What is Barbershop Harmony?
The Barbershop Harmony Society is devoted to promoting, preserving, and enjoying a special form of harmony known as barbershop. But what makes a particular song or arrangement “barbershop-able”? What’s the difference between barbershop and doo-wop, jazz, madrigal, and other a capella music?
Technically speaking, barbershop harmony is a style of unacompanied singing with three voices harmonizing to the melody. The lead usually sings the melody, with the tenor harmonizing above the lead. The bass sings the lowest harmonizing notes and the baritone provides in-between notes, either above or below the lead to make chords (specifically dominant-type or “barbershop” sevenths) that give barbershop its distinctive “full” sound.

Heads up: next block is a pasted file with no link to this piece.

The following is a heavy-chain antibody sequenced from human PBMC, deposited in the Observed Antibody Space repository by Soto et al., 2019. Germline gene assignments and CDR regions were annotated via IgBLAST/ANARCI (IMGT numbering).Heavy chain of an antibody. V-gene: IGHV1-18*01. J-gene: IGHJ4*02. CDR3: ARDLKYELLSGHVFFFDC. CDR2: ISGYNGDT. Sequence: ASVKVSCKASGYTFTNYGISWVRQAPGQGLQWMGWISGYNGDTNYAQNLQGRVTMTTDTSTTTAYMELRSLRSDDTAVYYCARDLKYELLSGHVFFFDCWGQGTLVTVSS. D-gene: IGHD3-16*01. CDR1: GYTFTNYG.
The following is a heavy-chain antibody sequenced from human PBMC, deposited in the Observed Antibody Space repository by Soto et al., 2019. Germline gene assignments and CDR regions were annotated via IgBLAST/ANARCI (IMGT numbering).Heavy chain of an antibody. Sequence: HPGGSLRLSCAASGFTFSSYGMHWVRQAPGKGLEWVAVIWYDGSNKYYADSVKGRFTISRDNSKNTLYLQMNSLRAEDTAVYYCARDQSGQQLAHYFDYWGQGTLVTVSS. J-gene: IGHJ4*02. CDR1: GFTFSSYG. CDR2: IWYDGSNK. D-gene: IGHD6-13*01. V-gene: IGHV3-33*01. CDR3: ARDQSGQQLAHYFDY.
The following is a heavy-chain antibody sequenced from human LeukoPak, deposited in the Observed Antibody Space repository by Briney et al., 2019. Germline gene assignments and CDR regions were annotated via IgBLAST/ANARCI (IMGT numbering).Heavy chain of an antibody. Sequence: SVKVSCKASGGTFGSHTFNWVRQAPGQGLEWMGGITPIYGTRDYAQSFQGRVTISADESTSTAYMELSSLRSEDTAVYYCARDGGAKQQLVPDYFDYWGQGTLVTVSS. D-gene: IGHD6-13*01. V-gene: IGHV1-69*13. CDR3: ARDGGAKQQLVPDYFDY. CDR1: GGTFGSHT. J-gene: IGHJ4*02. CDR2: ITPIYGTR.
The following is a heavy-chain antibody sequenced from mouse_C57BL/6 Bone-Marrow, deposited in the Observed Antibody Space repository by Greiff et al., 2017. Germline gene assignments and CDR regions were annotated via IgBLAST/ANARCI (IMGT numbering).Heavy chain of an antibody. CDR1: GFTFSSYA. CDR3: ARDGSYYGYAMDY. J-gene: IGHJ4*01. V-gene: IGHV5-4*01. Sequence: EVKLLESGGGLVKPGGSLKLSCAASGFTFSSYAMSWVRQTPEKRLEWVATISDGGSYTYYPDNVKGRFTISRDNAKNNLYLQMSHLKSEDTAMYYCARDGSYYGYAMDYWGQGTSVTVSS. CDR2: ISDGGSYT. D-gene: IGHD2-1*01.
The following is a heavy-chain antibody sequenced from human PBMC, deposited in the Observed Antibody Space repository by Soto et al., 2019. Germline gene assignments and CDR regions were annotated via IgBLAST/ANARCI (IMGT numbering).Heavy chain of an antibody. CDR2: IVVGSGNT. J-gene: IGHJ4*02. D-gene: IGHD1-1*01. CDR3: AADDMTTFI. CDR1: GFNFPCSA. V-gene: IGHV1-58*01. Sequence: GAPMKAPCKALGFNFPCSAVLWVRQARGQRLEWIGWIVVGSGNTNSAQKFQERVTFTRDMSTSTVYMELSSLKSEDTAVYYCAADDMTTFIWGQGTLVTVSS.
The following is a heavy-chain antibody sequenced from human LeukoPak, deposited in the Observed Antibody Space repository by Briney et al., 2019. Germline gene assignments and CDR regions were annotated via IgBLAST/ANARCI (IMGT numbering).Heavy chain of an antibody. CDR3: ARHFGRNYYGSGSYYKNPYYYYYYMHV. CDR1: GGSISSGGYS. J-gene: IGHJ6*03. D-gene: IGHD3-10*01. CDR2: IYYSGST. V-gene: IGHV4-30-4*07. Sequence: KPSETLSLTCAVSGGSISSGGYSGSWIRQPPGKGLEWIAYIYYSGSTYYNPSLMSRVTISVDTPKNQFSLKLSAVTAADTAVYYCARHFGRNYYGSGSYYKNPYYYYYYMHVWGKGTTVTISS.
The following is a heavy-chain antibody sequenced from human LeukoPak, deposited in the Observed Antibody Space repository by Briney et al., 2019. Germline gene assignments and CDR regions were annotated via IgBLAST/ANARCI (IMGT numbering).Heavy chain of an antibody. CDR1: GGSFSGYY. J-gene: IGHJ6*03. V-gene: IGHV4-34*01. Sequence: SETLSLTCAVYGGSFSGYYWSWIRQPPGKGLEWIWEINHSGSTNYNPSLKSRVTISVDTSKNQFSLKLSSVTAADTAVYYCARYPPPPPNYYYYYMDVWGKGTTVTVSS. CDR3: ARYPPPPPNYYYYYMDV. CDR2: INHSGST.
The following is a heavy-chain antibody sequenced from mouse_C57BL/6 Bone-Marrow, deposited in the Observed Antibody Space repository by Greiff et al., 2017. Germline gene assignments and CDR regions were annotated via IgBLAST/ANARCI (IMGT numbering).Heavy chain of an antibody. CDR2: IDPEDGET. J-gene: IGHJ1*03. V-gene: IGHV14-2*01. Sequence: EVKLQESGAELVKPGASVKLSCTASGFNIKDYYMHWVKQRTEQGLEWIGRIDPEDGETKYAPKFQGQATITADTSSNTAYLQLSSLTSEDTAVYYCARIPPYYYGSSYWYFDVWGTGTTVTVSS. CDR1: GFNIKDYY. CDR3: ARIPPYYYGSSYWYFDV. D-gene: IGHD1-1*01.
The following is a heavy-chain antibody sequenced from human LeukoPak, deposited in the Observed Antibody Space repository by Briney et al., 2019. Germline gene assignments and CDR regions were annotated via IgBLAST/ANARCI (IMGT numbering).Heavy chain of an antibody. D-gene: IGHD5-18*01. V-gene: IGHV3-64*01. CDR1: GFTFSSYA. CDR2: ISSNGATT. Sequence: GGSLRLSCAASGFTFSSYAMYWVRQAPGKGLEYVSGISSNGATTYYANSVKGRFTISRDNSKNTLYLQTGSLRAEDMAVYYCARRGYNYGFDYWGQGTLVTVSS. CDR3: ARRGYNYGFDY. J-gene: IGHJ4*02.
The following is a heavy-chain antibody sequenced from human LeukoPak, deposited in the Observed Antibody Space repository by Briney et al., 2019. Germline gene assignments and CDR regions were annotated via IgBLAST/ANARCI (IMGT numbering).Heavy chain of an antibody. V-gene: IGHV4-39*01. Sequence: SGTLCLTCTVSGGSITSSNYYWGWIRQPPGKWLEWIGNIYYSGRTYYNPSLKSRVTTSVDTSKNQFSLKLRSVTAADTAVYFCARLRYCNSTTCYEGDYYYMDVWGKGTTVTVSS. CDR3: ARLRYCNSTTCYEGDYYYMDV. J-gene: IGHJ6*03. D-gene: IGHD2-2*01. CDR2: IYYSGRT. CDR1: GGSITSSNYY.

Probably the most distinctive facet of barbershop harmony is the phenomenon known as expanded sound. It is created when the harmonies in the individually-sung tones reinforce each other to produce audible overtones or undertones. Barbershoppers call this “ringing a chord.” Singing in a quartet or chorus and creating that “fifth voice” is one of the most thrilling musical sensations you will ever experience — one that often gives singers goosebumps.
— Adapted from the 2000 Santa Fe Harmonizers annual show program.